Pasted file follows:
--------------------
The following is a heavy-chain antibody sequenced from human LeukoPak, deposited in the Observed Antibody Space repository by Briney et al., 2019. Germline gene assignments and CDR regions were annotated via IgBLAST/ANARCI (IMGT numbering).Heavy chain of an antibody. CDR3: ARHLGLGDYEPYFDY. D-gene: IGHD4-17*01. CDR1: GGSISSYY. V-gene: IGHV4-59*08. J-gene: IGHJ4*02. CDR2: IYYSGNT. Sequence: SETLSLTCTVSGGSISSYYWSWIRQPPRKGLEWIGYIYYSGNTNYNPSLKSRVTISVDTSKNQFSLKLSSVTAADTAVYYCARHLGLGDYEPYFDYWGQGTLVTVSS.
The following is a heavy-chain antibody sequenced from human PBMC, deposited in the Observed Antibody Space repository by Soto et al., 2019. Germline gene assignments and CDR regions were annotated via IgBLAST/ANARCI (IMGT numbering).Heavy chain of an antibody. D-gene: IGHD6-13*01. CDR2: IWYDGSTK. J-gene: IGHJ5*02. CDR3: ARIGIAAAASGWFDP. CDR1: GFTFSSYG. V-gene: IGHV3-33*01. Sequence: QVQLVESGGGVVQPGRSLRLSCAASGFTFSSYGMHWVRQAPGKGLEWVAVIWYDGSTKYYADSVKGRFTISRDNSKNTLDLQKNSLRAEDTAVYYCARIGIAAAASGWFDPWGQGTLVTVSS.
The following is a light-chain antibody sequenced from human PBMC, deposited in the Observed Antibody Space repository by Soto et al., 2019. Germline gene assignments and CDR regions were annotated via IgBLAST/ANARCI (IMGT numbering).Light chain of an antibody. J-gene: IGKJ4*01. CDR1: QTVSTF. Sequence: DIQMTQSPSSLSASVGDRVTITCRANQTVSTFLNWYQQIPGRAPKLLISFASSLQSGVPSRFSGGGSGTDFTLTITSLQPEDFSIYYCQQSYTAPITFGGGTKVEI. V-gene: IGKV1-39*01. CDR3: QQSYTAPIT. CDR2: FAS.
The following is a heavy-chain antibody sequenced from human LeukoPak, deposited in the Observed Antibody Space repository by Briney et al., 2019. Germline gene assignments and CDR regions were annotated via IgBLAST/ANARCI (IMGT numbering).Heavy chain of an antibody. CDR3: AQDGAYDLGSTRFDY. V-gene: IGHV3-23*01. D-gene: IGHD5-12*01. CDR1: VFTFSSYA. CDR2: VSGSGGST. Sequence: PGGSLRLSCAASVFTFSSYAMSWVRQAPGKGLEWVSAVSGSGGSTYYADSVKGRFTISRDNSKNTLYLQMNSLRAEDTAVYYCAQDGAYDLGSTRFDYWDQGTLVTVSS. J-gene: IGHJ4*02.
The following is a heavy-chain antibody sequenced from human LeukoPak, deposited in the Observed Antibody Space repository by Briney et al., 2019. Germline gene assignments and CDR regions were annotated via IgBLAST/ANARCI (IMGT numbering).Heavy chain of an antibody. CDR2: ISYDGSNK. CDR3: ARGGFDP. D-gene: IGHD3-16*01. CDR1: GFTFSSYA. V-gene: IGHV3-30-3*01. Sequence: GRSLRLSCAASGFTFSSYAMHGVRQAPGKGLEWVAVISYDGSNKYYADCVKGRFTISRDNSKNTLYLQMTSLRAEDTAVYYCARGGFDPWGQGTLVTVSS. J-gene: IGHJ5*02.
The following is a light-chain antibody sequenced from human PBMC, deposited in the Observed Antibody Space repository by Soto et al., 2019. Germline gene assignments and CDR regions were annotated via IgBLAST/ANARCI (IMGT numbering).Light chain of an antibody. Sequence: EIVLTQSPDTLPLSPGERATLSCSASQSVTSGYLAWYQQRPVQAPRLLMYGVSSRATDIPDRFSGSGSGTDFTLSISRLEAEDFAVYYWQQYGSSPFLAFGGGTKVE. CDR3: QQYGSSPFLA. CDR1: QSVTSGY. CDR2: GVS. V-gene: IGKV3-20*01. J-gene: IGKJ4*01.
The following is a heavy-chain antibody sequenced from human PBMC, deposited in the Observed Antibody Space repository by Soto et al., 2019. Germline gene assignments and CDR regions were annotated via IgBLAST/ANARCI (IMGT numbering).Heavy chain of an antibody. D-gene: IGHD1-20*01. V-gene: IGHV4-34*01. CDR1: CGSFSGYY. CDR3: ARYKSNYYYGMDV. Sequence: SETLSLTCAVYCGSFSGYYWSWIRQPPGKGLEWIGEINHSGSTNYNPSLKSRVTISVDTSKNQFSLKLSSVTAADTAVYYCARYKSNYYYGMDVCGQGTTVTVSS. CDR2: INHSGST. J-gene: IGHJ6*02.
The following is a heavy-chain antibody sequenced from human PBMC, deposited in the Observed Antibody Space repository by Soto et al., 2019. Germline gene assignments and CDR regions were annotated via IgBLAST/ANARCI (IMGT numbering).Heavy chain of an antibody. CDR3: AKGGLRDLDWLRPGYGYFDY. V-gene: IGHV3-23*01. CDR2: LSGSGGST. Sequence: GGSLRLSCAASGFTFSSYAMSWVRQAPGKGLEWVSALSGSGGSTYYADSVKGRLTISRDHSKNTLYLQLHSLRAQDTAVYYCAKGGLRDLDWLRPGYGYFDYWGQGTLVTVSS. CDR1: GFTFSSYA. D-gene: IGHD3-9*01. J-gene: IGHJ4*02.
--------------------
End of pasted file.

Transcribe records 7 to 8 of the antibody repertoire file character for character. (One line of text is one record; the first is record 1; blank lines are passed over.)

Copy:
The following is a heavy-chain antibody sequenced from human PBMC, deposited in the Observed Antibody Space repository by Soto et al., 2019. Germline gene assignments and CDR regions were annotated via IgBLAST/ANARCI (IMGT numbering).Heavy chain of an antibody. D-gene: IGHD1-20*01. V-gene: IGHV4-34*01. CDR1: CGSFSGYY. CDR3: ARYKSNYYYGMDV. Sequence: SETLSLTCAVYCGSFSGYYWSWIRQPPGKGLEWIGEINHSGSTNYNPSLKSRVTISVDTSKNQFSLKLSSVTAADTAVYYCARYKSNYYYGMDVCGQGTTVTVSS. CDR2: INHSGST. J-gene: IGHJ6*02.
The following is a heavy-chain antibody sequenced from human PBMC, deposited in the Observed Antibody Space repository by Soto et al., 2019. Germline gene assignments and CDR regions were annotated via IgBLAST/ANARCI (IMGT numbering).Heavy chain of an antibody. CDR3: AKGGLRDLDWLRPGYGYFDY. V-gene: IGHV3-23*01. CDR2: LSGSGGST. Sequence: GGSLRLSCAASGFTFSSYAMSWVRQAPGKGLEWVSALSGSGGSTYYADSVKGRLTISRDHSKNTLYLQLHSLRAQDTAVYYCAKGGLRDLDWLRPGYGYFDYWGQGTLVTVSS. CDR1: GFTFSSYA. D-gene: IGHD3-9*01. J-gene: IGHJ4*02.